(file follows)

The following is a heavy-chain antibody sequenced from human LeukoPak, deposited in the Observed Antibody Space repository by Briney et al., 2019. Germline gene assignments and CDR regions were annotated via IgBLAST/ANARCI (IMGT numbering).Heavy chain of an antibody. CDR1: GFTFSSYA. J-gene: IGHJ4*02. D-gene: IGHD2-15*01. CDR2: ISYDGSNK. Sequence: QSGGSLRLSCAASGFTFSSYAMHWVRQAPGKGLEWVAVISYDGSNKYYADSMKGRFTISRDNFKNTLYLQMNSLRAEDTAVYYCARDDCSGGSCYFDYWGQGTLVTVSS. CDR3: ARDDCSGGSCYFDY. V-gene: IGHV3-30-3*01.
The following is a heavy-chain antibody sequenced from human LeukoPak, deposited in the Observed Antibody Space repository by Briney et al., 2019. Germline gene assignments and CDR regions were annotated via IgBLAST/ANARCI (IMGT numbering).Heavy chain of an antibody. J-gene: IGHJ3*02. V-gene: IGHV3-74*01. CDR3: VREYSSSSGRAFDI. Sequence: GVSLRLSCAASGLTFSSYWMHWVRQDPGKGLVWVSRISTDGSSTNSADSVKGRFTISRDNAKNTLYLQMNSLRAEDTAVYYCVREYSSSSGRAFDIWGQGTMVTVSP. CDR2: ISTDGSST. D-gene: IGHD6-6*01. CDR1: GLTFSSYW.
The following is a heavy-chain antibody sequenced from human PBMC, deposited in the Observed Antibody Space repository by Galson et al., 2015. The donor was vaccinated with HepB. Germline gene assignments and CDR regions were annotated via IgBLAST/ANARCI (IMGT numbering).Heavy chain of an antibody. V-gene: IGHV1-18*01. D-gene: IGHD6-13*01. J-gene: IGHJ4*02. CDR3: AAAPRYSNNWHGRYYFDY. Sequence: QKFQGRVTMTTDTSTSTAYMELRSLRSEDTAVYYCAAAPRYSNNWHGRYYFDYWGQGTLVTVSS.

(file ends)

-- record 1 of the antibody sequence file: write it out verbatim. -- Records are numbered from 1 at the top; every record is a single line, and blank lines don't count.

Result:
The following is a heavy-chain antibody sequenced from human LeukoPak, deposited in the Observed Antibody Space repository by Briney et al., 2019. Germline gene assignments and CDR regions were annotated via IgBLAST/ANARCI (IMGT numbering).Heavy chain of an antibody. CDR1: GFTFSSYA. J-gene: IGHJ4*02. D-gene: IGHD2-15*01. CDR2: ISYDGSNK. Sequence: QSGGSLRLSCAASGFTFSSYAMHWVRQAPGKGLEWVAVISYDGSNKYYADSMKGRFTISRDNFKNTLYLQMNSLRAEDTAVYYCARDDCSGGSCYFDYWGQGTLVTVSS. CDR3: ARDDCSGGSCYFDY. V-gene: IGHV3-30-3*01.